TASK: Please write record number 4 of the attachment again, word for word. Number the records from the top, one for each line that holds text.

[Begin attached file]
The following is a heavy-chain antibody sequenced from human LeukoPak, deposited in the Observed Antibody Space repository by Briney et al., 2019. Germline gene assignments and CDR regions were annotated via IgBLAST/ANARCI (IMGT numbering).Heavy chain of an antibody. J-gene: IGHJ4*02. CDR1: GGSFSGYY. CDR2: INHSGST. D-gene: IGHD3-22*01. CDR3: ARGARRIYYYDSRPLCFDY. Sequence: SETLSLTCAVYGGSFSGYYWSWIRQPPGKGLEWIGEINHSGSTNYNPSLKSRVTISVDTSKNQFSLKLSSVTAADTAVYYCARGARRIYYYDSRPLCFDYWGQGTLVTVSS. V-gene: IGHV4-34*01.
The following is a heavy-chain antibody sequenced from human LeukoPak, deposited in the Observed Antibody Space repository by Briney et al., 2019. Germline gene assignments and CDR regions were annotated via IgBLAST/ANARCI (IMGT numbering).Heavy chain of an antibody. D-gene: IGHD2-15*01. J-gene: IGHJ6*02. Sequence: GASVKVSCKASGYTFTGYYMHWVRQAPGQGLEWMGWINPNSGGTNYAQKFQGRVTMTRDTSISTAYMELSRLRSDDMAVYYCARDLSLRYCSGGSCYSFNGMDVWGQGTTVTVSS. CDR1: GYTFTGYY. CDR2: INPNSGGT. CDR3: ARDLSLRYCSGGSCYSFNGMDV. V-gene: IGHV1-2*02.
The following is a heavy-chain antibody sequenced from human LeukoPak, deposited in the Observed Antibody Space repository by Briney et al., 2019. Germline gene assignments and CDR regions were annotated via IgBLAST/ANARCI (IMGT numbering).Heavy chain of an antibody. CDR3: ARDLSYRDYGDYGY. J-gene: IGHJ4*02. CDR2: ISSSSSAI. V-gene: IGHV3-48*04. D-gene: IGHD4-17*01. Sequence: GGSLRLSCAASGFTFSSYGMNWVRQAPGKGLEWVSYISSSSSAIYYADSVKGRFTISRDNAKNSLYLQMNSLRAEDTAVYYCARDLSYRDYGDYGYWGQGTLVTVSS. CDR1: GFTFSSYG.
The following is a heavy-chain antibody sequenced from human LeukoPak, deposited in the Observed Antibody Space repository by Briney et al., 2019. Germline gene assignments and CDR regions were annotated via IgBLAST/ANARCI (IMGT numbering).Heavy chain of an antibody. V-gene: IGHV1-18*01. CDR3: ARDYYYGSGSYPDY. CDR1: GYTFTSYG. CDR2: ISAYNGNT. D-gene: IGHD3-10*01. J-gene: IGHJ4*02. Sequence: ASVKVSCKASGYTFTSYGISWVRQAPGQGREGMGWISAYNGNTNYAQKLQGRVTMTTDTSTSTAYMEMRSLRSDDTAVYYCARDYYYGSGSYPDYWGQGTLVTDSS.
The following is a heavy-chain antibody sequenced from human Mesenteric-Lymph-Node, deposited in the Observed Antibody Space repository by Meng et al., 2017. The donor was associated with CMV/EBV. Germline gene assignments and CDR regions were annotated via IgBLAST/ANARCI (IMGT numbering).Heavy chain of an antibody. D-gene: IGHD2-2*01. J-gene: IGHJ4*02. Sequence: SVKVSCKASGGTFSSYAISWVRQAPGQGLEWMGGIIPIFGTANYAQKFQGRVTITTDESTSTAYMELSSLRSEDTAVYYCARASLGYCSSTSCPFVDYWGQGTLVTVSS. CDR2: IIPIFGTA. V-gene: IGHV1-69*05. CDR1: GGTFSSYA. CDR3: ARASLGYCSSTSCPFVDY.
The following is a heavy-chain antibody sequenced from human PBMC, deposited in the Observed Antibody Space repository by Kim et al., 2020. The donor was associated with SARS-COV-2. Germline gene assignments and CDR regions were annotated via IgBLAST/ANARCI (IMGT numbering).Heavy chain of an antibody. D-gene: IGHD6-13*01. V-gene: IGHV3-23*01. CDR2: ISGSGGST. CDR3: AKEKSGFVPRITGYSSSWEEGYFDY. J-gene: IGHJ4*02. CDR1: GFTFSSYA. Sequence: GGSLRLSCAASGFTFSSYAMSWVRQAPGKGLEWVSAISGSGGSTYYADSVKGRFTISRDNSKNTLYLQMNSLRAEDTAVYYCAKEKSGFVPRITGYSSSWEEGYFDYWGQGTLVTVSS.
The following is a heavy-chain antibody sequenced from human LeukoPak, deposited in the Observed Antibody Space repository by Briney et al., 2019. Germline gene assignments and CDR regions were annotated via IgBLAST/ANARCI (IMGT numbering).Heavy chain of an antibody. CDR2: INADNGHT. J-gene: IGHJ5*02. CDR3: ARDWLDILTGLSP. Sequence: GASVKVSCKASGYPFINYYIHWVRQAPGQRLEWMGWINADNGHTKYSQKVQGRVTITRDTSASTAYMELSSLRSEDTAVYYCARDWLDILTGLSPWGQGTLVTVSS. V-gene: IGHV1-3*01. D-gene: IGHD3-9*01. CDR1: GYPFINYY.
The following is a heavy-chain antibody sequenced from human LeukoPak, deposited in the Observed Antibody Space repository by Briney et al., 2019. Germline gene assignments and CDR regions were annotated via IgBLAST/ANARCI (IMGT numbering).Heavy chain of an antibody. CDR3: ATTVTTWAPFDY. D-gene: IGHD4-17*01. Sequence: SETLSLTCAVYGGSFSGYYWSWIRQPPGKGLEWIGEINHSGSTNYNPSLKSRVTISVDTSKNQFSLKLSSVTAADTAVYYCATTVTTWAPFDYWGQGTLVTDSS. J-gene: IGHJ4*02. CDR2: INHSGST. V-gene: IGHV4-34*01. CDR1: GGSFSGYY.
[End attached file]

The following is a heavy-chain antibody sequenced from human LeukoPak, deposited in the Observed Antibody Space repository by Briney et al., 2019. Germline gene assignments and CDR regions were annotated via IgBLAST/ANARCI (IMGT numbering).Heavy chain of an antibody. V-gene: IGHV1-18*01. CDR3: ARDYYYGSGSYPDY. CDR1: GYTFTSYG. CDR2: ISAYNGNT. D-gene: IGHD3-10*01. J-gene: IGHJ4*02. Sequence: ASVKVSCKASGYTFTSYGISWVRQAPGQGREGMGWISAYNGNTNYAQKLQGRVTMTTDTSTSTAYMEMRSLRSDDTAVYYCARDYYYGSGSYPDYWGQGTLVTDSS.